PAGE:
In Yemen, the transitional government has taken several bold and positive steps. Nevertheless, human rights violations continue and efforts to implement a United Nations-facilitated blueprint for the two-year political transition period have at times met with violent resistance from supporters of former President Ali Abdullah Saleh.
President Abd Rabbuh Mansur Al-Hadi's signing last week of a decree to establish a commission of inquiry to investigate human rights violations stemming from the 2011 uprising is a crucial step toward accountability. We urge the Yemeni authorities to swiftly establish an independent and impartial committee that begins work without delay and respects international due-process standards. However, the commission should not become a substitute for prosecutions of those responsible, which remain a vital component of justice.
While security forces have released hundreds of political prisoners since November 2011, Human Rights Watch continues to receive credible reports that the government and opposition armed groups in Yemen are still unlawfully detaining an unknown number of protesters and fighters from rival forces. Human Rights Watch is also concerned by continual credible reports of child soldier recruitment by all sides, including Islamist armed groups and pro-government forces in southern Abyan province. Finally, Human Rights Watch remains gravely concerned about the lack of accountability surrounding the use of unmanned aerial vehicles (drones) and other airstrikes in US-backed military operations against Al Qaeda in the Arabian Peninsula and allied forces in provinces including Abyan.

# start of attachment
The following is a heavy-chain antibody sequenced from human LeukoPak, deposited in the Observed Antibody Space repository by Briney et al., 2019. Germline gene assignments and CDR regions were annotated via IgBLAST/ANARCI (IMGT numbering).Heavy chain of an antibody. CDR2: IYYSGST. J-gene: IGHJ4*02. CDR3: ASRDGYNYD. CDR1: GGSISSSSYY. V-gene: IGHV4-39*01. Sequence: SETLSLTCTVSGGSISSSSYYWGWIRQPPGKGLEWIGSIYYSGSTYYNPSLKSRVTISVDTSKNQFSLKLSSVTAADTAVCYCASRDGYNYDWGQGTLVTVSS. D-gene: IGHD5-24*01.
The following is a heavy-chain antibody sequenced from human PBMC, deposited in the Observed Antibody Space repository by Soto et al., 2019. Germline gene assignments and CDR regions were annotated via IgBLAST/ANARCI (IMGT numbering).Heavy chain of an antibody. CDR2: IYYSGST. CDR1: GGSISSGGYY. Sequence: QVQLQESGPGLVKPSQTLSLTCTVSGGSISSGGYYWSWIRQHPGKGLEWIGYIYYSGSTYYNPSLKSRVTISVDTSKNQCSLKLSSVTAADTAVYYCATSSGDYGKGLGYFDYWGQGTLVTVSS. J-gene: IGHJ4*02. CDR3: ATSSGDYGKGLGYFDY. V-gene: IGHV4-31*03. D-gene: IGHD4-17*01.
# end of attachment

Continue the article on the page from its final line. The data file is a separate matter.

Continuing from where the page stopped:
The government of Yemen’s cooperation thus far in allowing the establishment in Sanaa of a country office of the High Commissioner for Human Rights has been very positive. Human Rights Watch calls on the Human Rights Council to renew its engagement with the government of Yemen and welcomes the draft resolution that focuses on efforts for accountability for past abuses, protection of children and addressing arbitrary detention.
Human Rights Watch welcomes the report of the OHCHR on South Sudan. As a new nation-state, the country has faced a number of human rights challenges. Inter-communal fighting has killed hundreds in 2012. Across the country, security forces fail to prevent violence, and have themselves been responsible for unlawful killings, torture, and looting of property. South Sudan's prison population contains many who are arbitrarily, and unlawfully,detained. The lack of capacity and insufficient training among police, prosecutors, and court officials gives rise to human rights violations in other areas of the administration of justice. Women and girls may be victims of forced or early marriage and domestic violence, and such abuses often occur with impunity. South Sudan’s leaders have stated their commitment to ratify major human rights treaties, but have yet to do so.
Human Rights Watch calls on the Human Rights Council, along with the government of South Sudan, to establish an independent expert on human rights in South Sudan.The Expert’s mandate should follow up on the assessment carried out by the High Commissioner for Human Rights, assist and advise the government of South Sudan and other actors in the implementation of the recommendations contained in OHCHR’s report. The expert would also report back to the Council on human rights developments in the country, in particular progress made and remaining challenges, including those requiring further assistance and support by the international community.